Sunday, November 22, 2009

El Pueblo - Part IV Archbishop's Bridge

Dear citizens of the world,

Burn! Burn! Let the village burn!

Although it might come as a shock, my Pueblo is not the only pueblo in Spain. Just five kilometers away there is a village called "El Puente del Arzobispo" (The Archbishop's Bridge - An Archbishop that owned the neighboring village ordered a bridge built over the Tajo River to make the pilgrimage to Guadalupe easier and safer.)

On the 25th Novermber the village celebrates the "Chozas" festival to honor Santa Catalina. The bonfires are built in the middle of the roads all around the village. When the fire burns down the embers are used to BBQ meats (some call the meat juicy, others might call it fatty, yet others just call them tasty).

How did the festival start? The origins are not clear, but most likely, people waiting to cross the river (pre-bridge times) often had to camp out and they would make big bonfires while waiting for dawn when they could forge the river.
Here I offer you some pics from the festival... unfortunately I did not have my camera and I had to catch the happenings the best I could with my mobile phone.

Another day we can talk about the ceramic art which makes the village famous.

The United Statesian

Sunday, November 08, 2009

El Pueblo - "All Saints' Day"

Dear citizens of the world,

All Saints day is the Spanish tradition that precedes the Halloween invasion from the West.

November 1st is traditionaly the day that families remember the departed by visiting cemeteries to clean the tombs and leave flowers. The pueblo of Torrico is no different.



This tile is from the first person buried in the village cemetery. It loosely translates as:

"Stop and contemplate,
This tile, sad and cold,
Which will one day arrive,
Without a doubt in dust you will be."

There were a few children dressed up for Halloween and looking for treats, but there were many more visiting the cemetary and the grounds were full of fresh (and plastic) flowers.

I do not know what the future holds for Spain, but I hope that the "Party" version of the holiday does not come to replace the Spanish tradition of remembering their dead.

A parting shot from the center of Torrico with the sunset on All Saints Day the Church with its' Crane's nests and the Plaza España and its' oddly named "Justice Roll."

The United Statesian

El Pueblo "Almond Harvest"

Dear citizens of the world,

Almond harvest time has come and gone. We spent a couple days in the pueblo, collecting almonds. It is hard work, but I like it -- well, once a year.

This is a photo of the almonds while they are still on the tree with both the outer soft shell and the inner hard shell (as seen in the first picture above).

Why is collecting them fun? The process starts by laying large nets under the tree, then I get to use a long stick to whack the tree until it gives up all its' almonds. End of fun part...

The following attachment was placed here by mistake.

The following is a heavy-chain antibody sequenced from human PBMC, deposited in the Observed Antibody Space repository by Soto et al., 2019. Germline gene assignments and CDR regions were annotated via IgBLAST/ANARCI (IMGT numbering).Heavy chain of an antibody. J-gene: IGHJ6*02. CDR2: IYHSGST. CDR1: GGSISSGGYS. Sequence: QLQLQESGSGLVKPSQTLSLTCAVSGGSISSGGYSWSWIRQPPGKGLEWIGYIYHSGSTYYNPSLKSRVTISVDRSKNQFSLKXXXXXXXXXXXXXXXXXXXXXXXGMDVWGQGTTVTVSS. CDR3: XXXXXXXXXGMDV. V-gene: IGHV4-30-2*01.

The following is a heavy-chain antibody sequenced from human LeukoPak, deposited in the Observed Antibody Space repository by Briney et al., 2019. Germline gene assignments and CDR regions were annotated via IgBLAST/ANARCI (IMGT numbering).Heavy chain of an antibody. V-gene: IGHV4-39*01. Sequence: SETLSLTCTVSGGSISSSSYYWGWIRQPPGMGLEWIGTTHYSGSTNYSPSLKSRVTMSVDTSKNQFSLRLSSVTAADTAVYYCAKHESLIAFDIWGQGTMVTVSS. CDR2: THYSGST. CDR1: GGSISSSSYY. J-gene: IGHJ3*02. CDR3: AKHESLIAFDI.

Then the outer shells have to be taken off (sometimes not so easy). There is then a drying-out period and the last leg is to break the hard inner shell to get the "almond meat" out... careful to not crush the almond in the process.
Eat and enjoy all year long. The harvest this year has been bad because there was not enough rain. Many almonds are "fruitless." And a violent downpoor at the end of the season stripped some trees of the fruit just before harvest time - as well as killing one of the locals.

Now we have to prepare to use the almonds to make Mazapan - the traditional Christmas sweet from Toledo, Spain.
A shot of the almond tree in bloom this spring.

I leave you with this parting shot of the sunset over the almond trees in the pueblo after a long, hard day in the fields.

The United Statesian

Sunday, November 01, 2009

Pilgrimage across Spain Part III - "Food! A la Riojana"

Fresh tomatoes and Mushrooms the size of a baby's head!
.....................
Dear citizens of the world,
Wine is definitely important in the Rioja region... and the pilgrimage. But it is only part of the balanced diet. Food from this part of Spain is important as well.
We were lucky to see the end of the wine harvest (see last blog), but it was also mushroom season. The hills and forests are infested with mushroom pickers. I don't collect shrooms since I can't tell a delicious boletus edulis from a poisonous Boletus reticulatus! I just enjoy eating them, especially when they are sauteed with olive oil and garlic. Yummy!

"Tortilla" Spanish egg and potato omlette

We did have some Spanish Tortilla - probably the most common cooked dish that you can find all around Spain, but we did try many other local delights:

Blood Sausage from Burgos with bell pepper garnishing

I highly recomend the blood sausage. The variation from Burgos is made with rice. This specific dish lasted just long enough for me to get a picture of it before being devoured.

The "Peppers" garnish is a signature element in Riojana cooking. Many dishes in Spain are "A la Riojana" which often means that there will be a sauce with bell peppers.

The second morning, at sunrise, we found a woman in the village grilling red peppers. She was making huge quantities...by Spanish standards it was probably just enough to compliment lunch for a small familly ;-)

Grilling red bell peppers - a key element in Rioja cooking.

Of course, we had a good excuse to eat so much. We walked 50km in two days, with our houses on our backs. We still have three days of Camino left in the Rioja region... I am looking forward to it... especially after seeing the pictures of the food and wine again...

Que Apraveche!

Parting shot - Last days of harvest in Rioja

The United Statesian